An estimated 76,000 babies were born in the Rohingya camps in Bangladesh over the past three years, said Save the Children in a new report released today.
“The children’s agency found 75,971 children aged under three in the Cox’s Bazar refugee camps — or nine percent of the total refugee population. The implication is that almost all of them were born after their mothers fled to Bangladesh,” said the report.
Save the Children, which made the estimate based on data from Cox’s Bazar up until May 31 this year, however, said the children under three are living in conditions that are not suitable for them.
There is limited access to education and healthcare, no freedom of movement or citizenship and they are almost entirely dependent on aid, the report said.
Three-year-old Runa*, who born during her mother’s gruelling journey across the Myanmar-Bangladesh border as she fled for their lives, now suffers from chronic malnutrition.
“I’m worried about my children’s education, their future, their behaviour,” Runa’s mother Hamida told Save the Children.
“I can’t give them whatever they ask for as we don’t have money. We can’t fulfil their dreams. We can’t love and take care of them properly. That’s why I feel very sad. I can’t even provide them with good food.”
Some 750,000 Rohingyas fled a brutal military campaign against the Rohingyas in Myanmar’s Rakhine state and joined around 300,000 others who had fled previous waves of violence.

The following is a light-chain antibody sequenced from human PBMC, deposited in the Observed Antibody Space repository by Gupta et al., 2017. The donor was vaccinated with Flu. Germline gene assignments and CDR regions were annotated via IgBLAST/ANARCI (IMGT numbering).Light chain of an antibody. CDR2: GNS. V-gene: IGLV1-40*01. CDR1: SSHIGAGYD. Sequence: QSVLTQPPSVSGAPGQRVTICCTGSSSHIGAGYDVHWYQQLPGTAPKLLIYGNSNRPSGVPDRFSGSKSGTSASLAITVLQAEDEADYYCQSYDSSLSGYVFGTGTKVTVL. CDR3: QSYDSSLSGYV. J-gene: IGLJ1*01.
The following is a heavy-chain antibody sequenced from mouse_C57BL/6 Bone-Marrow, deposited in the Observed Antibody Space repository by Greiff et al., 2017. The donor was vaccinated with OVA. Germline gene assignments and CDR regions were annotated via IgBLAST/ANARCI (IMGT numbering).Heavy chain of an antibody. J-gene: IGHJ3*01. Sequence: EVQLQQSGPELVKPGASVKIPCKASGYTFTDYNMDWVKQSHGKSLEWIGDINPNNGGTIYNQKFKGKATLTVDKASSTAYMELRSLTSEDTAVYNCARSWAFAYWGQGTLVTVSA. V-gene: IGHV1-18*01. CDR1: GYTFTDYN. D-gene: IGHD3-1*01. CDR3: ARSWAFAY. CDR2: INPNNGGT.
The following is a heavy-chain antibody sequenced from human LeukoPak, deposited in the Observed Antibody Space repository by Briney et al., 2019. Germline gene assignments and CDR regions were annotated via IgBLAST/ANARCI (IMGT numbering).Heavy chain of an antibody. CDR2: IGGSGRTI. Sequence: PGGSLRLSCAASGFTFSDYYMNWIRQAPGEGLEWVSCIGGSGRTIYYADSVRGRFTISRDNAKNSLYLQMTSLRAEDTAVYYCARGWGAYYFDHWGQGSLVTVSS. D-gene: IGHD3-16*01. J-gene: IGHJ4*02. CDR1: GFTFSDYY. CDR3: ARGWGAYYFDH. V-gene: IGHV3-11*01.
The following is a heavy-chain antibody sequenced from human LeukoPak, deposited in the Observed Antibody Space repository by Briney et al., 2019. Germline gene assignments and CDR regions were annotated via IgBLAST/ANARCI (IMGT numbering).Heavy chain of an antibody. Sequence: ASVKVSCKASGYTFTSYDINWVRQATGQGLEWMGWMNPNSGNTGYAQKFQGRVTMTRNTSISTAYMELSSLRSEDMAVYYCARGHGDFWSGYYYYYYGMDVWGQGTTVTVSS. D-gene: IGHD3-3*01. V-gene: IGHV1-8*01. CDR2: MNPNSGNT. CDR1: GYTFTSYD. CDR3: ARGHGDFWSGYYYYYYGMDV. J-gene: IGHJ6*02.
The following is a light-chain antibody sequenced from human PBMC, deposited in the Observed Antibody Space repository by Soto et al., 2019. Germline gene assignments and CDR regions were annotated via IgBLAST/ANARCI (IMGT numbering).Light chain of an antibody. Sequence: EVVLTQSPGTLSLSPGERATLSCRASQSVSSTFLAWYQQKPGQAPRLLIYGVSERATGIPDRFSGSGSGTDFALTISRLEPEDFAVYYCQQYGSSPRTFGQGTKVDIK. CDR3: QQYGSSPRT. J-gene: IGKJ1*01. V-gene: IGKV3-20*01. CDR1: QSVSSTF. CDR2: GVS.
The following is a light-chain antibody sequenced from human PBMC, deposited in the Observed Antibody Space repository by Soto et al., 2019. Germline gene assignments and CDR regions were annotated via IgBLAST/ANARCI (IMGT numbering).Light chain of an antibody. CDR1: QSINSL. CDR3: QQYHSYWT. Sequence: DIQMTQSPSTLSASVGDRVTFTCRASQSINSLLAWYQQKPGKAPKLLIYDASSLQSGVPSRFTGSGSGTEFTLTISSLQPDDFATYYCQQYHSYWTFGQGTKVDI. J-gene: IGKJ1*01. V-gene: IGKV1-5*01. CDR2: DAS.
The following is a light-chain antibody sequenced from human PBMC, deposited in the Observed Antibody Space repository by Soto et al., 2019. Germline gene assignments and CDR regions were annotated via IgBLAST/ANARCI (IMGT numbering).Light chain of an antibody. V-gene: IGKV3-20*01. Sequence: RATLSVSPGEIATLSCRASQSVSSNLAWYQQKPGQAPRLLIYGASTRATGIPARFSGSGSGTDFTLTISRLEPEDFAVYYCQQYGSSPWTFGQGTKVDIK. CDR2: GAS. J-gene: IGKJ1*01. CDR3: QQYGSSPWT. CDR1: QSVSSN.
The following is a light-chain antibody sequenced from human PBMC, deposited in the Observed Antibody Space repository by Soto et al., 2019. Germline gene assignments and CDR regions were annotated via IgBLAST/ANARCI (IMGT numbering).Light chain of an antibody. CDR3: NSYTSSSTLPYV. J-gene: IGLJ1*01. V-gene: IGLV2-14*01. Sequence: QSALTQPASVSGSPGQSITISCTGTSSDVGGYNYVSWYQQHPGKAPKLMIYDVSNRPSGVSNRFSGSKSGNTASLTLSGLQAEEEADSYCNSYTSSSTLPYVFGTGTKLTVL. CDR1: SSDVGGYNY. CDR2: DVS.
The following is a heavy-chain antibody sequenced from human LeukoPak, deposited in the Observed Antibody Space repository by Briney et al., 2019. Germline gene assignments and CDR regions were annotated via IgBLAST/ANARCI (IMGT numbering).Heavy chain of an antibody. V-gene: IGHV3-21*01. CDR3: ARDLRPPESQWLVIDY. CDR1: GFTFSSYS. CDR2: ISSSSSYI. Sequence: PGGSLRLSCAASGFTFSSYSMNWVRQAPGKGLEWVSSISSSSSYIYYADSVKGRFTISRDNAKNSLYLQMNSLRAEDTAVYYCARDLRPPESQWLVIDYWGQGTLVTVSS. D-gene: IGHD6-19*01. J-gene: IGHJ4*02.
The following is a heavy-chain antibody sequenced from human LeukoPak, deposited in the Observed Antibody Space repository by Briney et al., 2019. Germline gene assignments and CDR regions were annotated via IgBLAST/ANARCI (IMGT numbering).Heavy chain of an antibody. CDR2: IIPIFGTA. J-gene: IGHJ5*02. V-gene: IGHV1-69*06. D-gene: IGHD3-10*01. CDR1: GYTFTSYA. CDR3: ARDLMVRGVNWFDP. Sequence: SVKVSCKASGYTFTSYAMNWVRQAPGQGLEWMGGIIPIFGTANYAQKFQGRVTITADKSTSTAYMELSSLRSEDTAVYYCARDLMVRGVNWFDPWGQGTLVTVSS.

Save the Children said that in Myanmar, displacement camps in central Rakhine have been housing Rohingya Muslims as well as Kaman Muslims since 2012, due to previous waves of ethnic violence.
Based on UNHCR data from Myanmar up to December 2019, the children’s agency estimated that there are 32,066 children under seven years of age spread across 21 camps, representing over 25 percent of the displaced population.
Onno van Manen, Bangladesh’s Country Director for Save the Children, said the birth of a child is a joyous occasion but these children have drawn the short straw.
“We teach our children to dream big but for a child who knows nothing but a refugee camp, many of their hopes and dreams will seem out of reach. The people and government of Bangladesh welcomed the refugees when they fled violence in their home country but three years on we are no closer to a sustainable solution to this refugee crisis.
“Rohingya children and families must be able to return to their homes in Myanmar voluntarily and in a safe and dignified manner. World leaders — particularly those with close ties to Myanmar — must do everything they can to encourage a swift resolution to this crisis. We can’t allow the years to pile up and for children to spend their entire childhoods in confinement.”
Mark Pierce, Myanmar, Sri Lanka & Thailand (MST) Director for Save the Children, said more than 30,000 children in the Rakhine camps have known no other life, no opportunity to explore the world outside, or visit their towns and villages.
“We must avoid the harmful consequences of an entire generation of children growing up in enforced segregation, which only further divides communities,” he said, adding, “Nearly three decades after Myanmar ratified the UN Convention on the Rights of the Child and pledged to protect children at all costs, it needs to make good on its promise to guarantee the rights of all children.”